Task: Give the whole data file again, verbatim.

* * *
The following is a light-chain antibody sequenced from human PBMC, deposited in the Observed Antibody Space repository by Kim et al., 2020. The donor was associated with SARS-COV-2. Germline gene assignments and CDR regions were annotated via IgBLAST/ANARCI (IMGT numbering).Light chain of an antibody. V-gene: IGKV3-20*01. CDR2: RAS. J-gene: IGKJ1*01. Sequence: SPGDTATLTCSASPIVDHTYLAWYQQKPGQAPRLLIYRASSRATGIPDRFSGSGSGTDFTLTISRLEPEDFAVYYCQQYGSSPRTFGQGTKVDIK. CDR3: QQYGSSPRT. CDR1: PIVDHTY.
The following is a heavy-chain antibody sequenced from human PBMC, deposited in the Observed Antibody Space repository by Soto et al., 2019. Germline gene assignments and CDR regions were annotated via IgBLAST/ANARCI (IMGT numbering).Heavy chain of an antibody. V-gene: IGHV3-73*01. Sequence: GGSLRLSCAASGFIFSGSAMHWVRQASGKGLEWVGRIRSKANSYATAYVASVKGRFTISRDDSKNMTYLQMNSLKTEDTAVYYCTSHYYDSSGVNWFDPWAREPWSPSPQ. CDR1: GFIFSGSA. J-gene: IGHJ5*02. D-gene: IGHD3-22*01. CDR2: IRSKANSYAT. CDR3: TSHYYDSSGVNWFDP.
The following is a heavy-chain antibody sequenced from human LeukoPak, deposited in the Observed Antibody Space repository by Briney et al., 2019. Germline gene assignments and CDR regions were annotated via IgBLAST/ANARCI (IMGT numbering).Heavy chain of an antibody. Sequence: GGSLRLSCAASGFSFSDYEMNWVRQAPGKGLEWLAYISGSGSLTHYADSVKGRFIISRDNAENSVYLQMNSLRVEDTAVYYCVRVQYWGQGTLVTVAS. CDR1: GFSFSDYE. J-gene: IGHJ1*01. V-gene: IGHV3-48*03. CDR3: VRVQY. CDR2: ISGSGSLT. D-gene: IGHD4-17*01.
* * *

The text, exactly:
The following is a light-chain antibody sequenced from human PBMC, deposited in the Observed Antibody Space repository by Kim et al., 2020. The donor was associated with SARS-COV-2. Germline gene assignments and CDR regions were annotated via IgBLAST/ANARCI (IMGT numbering).Light chain of an antibody. V-gene: IGKV3-20*01. CDR2: RAS. J-gene: IGKJ1*01. Sequence: SPGDTATLTCSASPIVDHTYLAWYQQKPGQAPRLLIYRASSRATGIPDRFSGSGSGTDFTLTISRLEPEDFAVYYCQQYGSSPRTFGQGTKVDIK. CDR3: QQYGSSPRT. CDR1: PIVDHTY.
The following is a heavy-chain antibody sequenced from human PBMC, deposited in the Observed Antibody Space repository by Soto et al., 2019. Germline gene assignments and CDR regions were annotated via IgBLAST/ANARCI (IMGT numbering).Heavy chain of an antibody. V-gene: IGHV3-73*01. Sequence: GGSLRLSCAASGFIFSGSAMHWVRQASGKGLEWVGRIRSKANSYATAYVASVKGRFTISRDDSKNMTYLQMNSLKTEDTAVYYCTSHYYDSSGVNWFDPWAREPWSPSPQ. CDR1: GFIFSGSA. J-gene: IGHJ5*02. D-gene: IGHD3-22*01. CDR2: IRSKANSYAT. CDR3: TSHYYDSSGVNWFDP.
The following is a heavy-chain antibody sequenced from human LeukoPak, deposited in the Observed Antibody Space repository by Briney et al., 2019. Germline gene assignments and CDR regions were annotated via IgBLAST/ANARCI (IMGT numbering).Heavy chain of an antibody. Sequence: GGSLRLSCAASGFSFSDYEMNWVRQAPGKGLEWLAYISGSGSLTHYADSVKGRFIISRDNAENSVYLQMNSLRVEDTAVYYCVRVQYWGQGTLVTVAS. CDR1: GFSFSDYE. J-gene: IGHJ1*01. V-gene: IGHV3-48*03. CDR3: VRVQY. CDR2: ISGSGSLT. D-gene: IGHD4-17*01.